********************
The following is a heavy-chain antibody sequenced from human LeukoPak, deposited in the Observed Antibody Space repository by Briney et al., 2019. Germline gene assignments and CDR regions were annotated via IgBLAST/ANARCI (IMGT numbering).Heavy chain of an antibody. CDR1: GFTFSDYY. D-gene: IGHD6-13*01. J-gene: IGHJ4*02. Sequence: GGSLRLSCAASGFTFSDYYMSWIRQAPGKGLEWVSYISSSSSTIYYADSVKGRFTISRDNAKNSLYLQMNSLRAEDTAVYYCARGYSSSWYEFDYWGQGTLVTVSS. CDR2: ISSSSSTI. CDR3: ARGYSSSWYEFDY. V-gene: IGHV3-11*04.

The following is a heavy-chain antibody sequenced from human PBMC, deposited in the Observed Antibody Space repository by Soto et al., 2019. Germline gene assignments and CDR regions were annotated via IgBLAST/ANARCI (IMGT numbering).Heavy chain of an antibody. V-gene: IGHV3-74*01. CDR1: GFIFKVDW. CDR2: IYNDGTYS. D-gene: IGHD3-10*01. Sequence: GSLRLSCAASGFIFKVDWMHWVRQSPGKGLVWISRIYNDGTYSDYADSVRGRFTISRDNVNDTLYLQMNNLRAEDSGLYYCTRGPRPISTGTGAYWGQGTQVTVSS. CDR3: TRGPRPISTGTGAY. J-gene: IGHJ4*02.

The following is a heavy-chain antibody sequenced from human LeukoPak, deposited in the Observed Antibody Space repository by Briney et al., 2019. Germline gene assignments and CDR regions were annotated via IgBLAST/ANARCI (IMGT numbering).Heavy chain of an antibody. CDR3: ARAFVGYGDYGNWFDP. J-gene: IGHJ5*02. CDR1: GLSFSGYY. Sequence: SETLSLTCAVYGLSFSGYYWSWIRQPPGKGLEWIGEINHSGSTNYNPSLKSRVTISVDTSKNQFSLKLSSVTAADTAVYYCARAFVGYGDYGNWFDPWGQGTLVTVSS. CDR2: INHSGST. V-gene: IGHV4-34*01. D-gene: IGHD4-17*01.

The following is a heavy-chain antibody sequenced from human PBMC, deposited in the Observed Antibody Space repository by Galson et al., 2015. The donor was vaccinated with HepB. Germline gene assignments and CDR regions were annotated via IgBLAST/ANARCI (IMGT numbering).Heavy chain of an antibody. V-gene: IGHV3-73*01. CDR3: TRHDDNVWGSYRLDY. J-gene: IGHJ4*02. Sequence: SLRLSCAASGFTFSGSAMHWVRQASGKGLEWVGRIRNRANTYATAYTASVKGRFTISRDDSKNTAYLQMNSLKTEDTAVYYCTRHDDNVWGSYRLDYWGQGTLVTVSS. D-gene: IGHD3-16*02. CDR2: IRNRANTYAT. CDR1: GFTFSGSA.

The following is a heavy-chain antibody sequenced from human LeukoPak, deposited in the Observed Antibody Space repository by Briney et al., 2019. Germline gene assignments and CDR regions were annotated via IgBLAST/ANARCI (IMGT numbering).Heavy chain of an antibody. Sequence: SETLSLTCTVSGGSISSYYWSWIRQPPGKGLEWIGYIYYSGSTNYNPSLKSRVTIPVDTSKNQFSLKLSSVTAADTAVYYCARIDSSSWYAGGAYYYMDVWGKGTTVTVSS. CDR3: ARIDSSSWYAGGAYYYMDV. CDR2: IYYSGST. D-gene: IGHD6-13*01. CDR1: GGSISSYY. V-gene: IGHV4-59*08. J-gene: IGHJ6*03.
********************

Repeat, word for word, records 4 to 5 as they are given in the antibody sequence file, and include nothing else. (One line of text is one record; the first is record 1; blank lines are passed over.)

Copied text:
The following is a heavy-chain antibody sequenced from human PBMC, deposited in the Observed Antibody Space repository by Galson et al., 2015. The donor was vaccinated with HepB. Germline gene assignments and CDR regions were annotated via IgBLAST/ANARCI (IMGT numbering).Heavy chain of an antibody. V-gene: IGHV3-73*01. CDR3: TRHDDNVWGSYRLDY. J-gene: IGHJ4*02. Sequence: SLRLSCAASGFTFSGSAMHWVRQASGKGLEWVGRIRNRANTYATAYTASVKGRFTISRDDSKNTAYLQMNSLKTEDTAVYYCTRHDDNVWGSYRLDYWGQGTLVTVSS. D-gene: IGHD3-16*02. CDR2: IRNRANTYAT. CDR1: GFTFSGSA.

The following is a heavy-chain antibody sequenced from human LeukoPak, deposited in the Observed Antibody Space repository by Briney et al., 2019. Germline gene assignments and CDR regions were annotated via IgBLAST/ANARCI (IMGT numbering).Heavy chain of an antibody. Sequence: SETLSLTCTVSGGSISSYYWSWIRQPPGKGLEWIGYIYYSGSTNYNPSLKSRVTIPVDTSKNQFSLKLSSVTAADTAVYYCARIDSSSWYAGGAYYYMDVWGKGTTVTVSS. CDR3: ARIDSSSWYAGGAYYYMDV. CDR2: IYYSGST. D-gene: IGHD6-13*01. CDR1: GGSISSYY. V-gene: IGHV4-59*08. J-gene: IGHJ6*03.